Uzbek national dress
Atop their skulls each had perched the traditional square black white duppie (cap). The old women, more imaginative in choice of attire, wore multicoloured silk pantaloons under calf long dresses and bright head scarves. A few, clinging to the tradition of the feudal past, wore shawls with which they made half-hearted attempts to conceal their ageing faces.
But the young women having no such inclinations might well have been, but for colors and patterns of their dress material, like girls from your own city or town. The students among them moved freely along with their male counterparts, a circumstance that did not exist a couple of generations ago. And they, were all stunningly beautiful, from the dark-eyed, olive-skinned brunettes to the azure-eyed blondes.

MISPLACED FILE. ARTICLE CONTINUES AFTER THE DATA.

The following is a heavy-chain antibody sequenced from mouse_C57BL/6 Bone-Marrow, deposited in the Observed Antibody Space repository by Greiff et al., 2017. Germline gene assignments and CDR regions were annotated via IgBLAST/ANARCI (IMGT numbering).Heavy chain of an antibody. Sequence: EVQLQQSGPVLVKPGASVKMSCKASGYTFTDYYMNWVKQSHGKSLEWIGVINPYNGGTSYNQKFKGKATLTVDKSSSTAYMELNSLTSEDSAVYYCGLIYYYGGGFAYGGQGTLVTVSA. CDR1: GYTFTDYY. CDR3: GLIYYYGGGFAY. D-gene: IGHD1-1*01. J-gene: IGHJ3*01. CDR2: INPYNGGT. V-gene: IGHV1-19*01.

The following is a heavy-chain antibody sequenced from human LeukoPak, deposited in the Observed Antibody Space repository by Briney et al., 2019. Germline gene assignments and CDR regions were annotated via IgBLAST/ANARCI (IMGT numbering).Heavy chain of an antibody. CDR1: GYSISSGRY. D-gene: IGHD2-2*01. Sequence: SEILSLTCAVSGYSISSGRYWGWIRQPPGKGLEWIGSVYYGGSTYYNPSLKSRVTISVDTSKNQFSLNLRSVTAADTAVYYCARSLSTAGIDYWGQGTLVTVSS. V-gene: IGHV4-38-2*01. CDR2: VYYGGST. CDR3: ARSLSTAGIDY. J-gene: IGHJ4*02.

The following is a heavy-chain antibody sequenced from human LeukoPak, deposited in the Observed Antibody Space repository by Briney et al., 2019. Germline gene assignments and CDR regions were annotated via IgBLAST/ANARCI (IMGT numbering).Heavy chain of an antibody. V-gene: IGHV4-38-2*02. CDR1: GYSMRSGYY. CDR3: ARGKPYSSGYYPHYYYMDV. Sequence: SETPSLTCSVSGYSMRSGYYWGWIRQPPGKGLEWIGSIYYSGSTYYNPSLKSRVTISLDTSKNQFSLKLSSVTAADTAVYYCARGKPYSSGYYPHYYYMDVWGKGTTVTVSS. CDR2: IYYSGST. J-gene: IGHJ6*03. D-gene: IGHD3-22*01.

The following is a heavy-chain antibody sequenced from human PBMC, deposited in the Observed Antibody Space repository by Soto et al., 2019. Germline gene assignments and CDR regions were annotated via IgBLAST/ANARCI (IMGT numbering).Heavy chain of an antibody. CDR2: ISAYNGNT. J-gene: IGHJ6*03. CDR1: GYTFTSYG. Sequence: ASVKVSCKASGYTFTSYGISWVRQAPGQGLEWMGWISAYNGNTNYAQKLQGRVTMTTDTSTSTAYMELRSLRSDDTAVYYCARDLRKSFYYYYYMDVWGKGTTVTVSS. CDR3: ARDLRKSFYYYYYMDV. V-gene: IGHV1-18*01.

People of varied descriptions moved constantly through the streets. There were the ever present white-whiskered "Aksa-kals", their legs and feet encased in leather boots (makhsi) into which trousers were carefully tucked. They wore buttonless quilted robes (chopon) of faded gray, brown or blue held together by discolored silk sashes (belbog) tied about the waist. (Elton T. Fax)